Aside from the ups and downs of being a bowel transplant patient these last two weeks have been a welcome change from focusing on my own health challenges. Whilst phosphate levels continue to yoyo and my medical team and I grapple with bile salt levels, bacterial overgrowth, stomach dysmotility and now gastric colic reflux. All these issues in isolation would be fine but the combined effect has not been great. The fact that I was able to attend and participate at two conferences has been a welcome relief. Attending them has also been a challenge. It has led me to reflect on one point. What is the value of a patient? I ask this question, not in the context of the fact that without patient’s healthcare doesn’t exist. That would be silly. No I ask it in relation to the value that patients bring to external events around health. In truth I believe that there should be no event without patients. Patients Included is a type of Kyte mark created by Lucien Engelen. His TedX talk sums the objectives up far better than I can. Behind all of this lies the fact that actually patients bring enormous value to events. As a patient we almost feel like it is an incredible honour to be invited and that we are the token after thought. Actually if we really value the patient then we should be the first thought. Take the organisation for one thing. Most patients if they are asked to speak are still on medications, usually are not as fit and able as others and it takes far more planning for a patient to attend and speak that anyone else. Yet when we are asked we are usually expected to travel on the same schedule as a well person. Travel to and from venues on the same time frame with no thought or consideration for what we have to go through in order to be there. Now I am not on a big crusade here to travel first class everywhere, although that would be lovely. (BA/Virgin etc – yes I would love a little pampering) No what I am saying is that if you truly value the input of a patient then show that you understand. Plan and allow for patients and what they have to go through to attend. A relaxed and less stressed patient will deliver even more value. My conference journey started by attending an event Using Social Media in Healthcare. The key note was given by Dr Mark Newbold the truly inspiring NHS Chief Executive of Heart of England. He talked about his journey in to using social media and the fact that he now posts his CEO diary on his blog. He talked about the value of social media not just as a communication function but as a way of making a difference by being truly interactive. My role was being part of a panel discussion with my #NHSSM colleague Gemma Finnegan. I talked about how to use digital technologies as part of your healthcare toolbox when managing your condition. The main thrust was my belief that using basic technology such as text, email and of course social media changes the way we interact with our healthcare professionals. To me it is obvious. Maybe that is because I am a patient. To those on the other side of the fence the word “fear” seems to engulf them and be a barrier to engagement in this way. From there I was invited to moderate a panel and be a key note speaker at Doctors 2.0 & You in Paris. I am incredibly lucky to be invited to such events. The idea of a few days in the Paris sunshine being mentally stimulated and challenged is phenomenal and the event didn’t disappoint. I had the great privilege of moderating a panel entitled Patient Designed Healthcare. The panel examined where we are today and what the future might hold. The panel consisted of what I can only describe as inspirational e-patients (Kathi Apostolidis, Liza Bernstein) and a former hospital leader now using design-thinking to inspire better staff and patient experiences, Nick Dawson. A constant theme running through all the discussion was use of social media and how to engage and influence. We debated briefly what the term e-patient meant. I prefer to be known as an i-patient (an interactive and informed patient) but that is for another day. We finished the panel with the following question. What is the role of the patient in the future? It was answered brilliantly in one word by Gilles Frydman founder of Smart Patients – “Centre” In other words the patient will be firmly at the centre of all healthcare in the future. I guess the question that springs to my mind is why is that in the future? Why are we not there now? If you value a patient then we should be at the centre. The NHS has this saying “nothing about me without me” A bit of a tick box at the moment if you ask me. My key note presentation took a somewhat different form. Twelve Imodium, antibiotics and two anti-sickness injections later and I was ready to leave my hotel for the session. I had the honour of presenting with one of the world’s leading intestinal transplant and intestinal failure dieticians Marion O’Connor. The fact that Marion treats me is an added bonus. We talked about stripping back all the talk of apps and new technology and used our talk as a conversation between patient and healthcare professional about how we actually interact on a daily basis. What it is really like on the coal face, in the outpatient clinics, on the wards and with day to day interaction. I’m lucky, our relationship and the one I have with Anil Vaidya, and my surgeon is unique. The real question is why is it unique? Why are we all not interacting like this? It would be easy to put all the blame at the door of the doctor. Believe me I still feel that they shoulder much of it through their fear of change. However if a patient is truly interactive and a patient enters their relationship with their doctor in a collaborative way then instantly the dynamic has changed.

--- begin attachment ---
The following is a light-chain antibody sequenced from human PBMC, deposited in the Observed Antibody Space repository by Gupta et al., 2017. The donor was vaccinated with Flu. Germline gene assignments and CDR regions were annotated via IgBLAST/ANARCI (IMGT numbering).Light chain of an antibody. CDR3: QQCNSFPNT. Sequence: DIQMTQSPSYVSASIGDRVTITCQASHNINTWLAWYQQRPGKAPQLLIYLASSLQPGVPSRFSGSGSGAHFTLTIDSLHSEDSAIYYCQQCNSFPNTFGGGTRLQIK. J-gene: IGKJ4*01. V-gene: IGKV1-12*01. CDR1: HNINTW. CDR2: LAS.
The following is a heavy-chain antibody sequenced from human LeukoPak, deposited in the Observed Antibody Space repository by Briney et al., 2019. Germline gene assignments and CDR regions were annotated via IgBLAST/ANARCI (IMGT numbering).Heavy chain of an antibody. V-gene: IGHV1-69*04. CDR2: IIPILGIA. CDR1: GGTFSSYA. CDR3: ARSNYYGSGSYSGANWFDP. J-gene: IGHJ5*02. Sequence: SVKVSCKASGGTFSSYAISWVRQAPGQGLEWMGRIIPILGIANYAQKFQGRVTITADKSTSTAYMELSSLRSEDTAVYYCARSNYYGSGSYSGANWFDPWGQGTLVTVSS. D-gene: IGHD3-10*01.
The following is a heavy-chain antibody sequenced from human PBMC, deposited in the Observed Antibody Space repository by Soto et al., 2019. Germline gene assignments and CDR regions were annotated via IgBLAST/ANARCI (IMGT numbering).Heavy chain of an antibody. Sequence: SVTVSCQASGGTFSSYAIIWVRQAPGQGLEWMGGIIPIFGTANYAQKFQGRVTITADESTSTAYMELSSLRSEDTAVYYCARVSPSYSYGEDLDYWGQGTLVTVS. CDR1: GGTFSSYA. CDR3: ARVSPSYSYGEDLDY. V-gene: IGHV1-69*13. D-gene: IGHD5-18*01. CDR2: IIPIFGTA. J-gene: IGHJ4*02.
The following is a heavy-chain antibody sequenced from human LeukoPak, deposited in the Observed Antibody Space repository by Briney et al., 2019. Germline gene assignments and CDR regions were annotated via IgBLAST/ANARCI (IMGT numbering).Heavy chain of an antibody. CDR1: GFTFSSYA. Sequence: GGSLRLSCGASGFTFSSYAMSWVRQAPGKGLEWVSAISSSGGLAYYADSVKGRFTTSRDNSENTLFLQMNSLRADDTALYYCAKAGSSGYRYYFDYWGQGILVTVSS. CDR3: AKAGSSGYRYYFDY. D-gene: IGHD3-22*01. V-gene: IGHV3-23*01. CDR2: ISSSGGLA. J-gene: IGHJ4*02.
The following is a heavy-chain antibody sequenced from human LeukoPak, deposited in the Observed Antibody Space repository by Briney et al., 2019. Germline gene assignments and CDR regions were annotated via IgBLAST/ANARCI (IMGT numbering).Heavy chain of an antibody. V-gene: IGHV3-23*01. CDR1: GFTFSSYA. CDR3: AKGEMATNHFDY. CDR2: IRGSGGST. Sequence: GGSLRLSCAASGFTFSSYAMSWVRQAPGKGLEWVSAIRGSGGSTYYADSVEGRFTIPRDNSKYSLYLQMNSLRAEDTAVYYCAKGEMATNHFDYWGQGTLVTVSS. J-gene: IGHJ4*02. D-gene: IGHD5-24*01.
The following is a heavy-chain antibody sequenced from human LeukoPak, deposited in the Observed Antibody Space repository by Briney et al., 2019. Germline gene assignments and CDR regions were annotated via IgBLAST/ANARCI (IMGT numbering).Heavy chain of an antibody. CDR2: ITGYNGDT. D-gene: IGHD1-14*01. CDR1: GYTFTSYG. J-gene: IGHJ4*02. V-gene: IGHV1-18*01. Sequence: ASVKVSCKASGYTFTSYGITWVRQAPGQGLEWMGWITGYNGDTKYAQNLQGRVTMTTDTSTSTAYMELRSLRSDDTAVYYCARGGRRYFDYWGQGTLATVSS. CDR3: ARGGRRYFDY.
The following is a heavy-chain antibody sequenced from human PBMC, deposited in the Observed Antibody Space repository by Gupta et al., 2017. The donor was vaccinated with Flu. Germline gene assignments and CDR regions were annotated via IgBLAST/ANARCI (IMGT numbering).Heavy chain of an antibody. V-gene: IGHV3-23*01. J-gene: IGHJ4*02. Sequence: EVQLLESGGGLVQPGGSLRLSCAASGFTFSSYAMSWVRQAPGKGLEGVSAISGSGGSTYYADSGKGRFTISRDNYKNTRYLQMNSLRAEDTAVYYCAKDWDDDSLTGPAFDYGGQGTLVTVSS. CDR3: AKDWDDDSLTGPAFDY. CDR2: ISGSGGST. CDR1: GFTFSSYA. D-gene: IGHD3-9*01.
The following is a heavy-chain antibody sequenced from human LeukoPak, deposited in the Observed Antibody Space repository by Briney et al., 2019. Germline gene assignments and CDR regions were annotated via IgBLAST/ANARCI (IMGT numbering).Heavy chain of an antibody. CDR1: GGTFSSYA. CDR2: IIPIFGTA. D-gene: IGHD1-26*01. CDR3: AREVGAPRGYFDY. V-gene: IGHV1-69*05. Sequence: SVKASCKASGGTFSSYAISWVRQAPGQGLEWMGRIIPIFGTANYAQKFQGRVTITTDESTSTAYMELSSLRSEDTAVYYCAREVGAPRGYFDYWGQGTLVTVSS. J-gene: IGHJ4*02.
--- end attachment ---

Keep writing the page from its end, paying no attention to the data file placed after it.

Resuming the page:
Posted on 6:42pm Wednesday 22nd May 2013